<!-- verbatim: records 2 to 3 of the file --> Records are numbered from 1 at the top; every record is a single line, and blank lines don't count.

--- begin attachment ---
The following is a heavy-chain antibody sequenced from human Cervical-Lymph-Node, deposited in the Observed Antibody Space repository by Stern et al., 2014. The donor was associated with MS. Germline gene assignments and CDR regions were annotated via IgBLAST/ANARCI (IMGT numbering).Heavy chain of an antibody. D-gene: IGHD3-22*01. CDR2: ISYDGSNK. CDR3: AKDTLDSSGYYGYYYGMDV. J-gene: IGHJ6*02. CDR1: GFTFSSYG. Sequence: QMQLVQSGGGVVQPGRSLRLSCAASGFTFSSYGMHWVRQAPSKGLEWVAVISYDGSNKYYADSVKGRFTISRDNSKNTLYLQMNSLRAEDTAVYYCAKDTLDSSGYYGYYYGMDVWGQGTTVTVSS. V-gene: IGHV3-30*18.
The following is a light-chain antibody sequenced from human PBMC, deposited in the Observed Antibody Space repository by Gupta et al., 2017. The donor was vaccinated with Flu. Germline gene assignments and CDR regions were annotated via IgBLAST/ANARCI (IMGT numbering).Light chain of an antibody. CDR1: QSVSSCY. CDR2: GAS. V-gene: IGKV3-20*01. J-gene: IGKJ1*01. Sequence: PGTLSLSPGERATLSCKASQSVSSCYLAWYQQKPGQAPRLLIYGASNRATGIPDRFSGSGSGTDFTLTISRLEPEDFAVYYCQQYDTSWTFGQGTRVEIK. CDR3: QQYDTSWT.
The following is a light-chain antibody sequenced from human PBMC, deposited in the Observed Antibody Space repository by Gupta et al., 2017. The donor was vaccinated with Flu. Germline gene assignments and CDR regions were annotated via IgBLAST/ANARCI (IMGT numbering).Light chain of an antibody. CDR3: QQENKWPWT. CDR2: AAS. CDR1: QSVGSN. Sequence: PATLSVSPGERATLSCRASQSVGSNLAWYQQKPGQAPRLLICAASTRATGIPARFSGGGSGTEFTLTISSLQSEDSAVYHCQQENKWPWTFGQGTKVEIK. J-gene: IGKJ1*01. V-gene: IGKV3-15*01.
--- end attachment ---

The following is a light-chain antibody sequenced from human PBMC, deposited in the Observed Antibody Space repository by Gupta et al., 2017. The donor was vaccinated with Flu. Germline gene assignments and CDR regions were annotated via IgBLAST/ANARCI (IMGT numbering).Light chain of an antibody. CDR1: QSVSSCY. CDR2: GAS. V-gene: IGKV3-20*01. J-gene: IGKJ1*01. Sequence: PGTLSLSPGERATLSCKASQSVSSCYLAWYQQKPGQAPRLLIYGASNRATGIPDRFSGSGSGTDFTLTISRLEPEDFAVYYCQQYDTSWTFGQGTRVEIK. CDR3: QQYDTSWT.
The following is a light-chain antibody sequenced from human PBMC, deposited in the Observed Antibody Space repository by Gupta et al., 2017. The donor was vaccinated with Flu. Germline gene assignments and CDR regions were annotated via IgBLAST/ANARCI (IMGT numbering).Light chain of an antibody. CDR3: QQENKWPWT. CDR2: AAS. CDR1: QSVGSN. Sequence: PATLSVSPGERATLSCRASQSVGSNLAWYQQKPGQAPRLLICAASTRATGIPARFSGGGSGTEFTLTISSLQSEDSAVYHCQQENKWPWTFGQGTKVEIK. J-gene: IGKJ1*01. V-gene: IGKV3-15*01.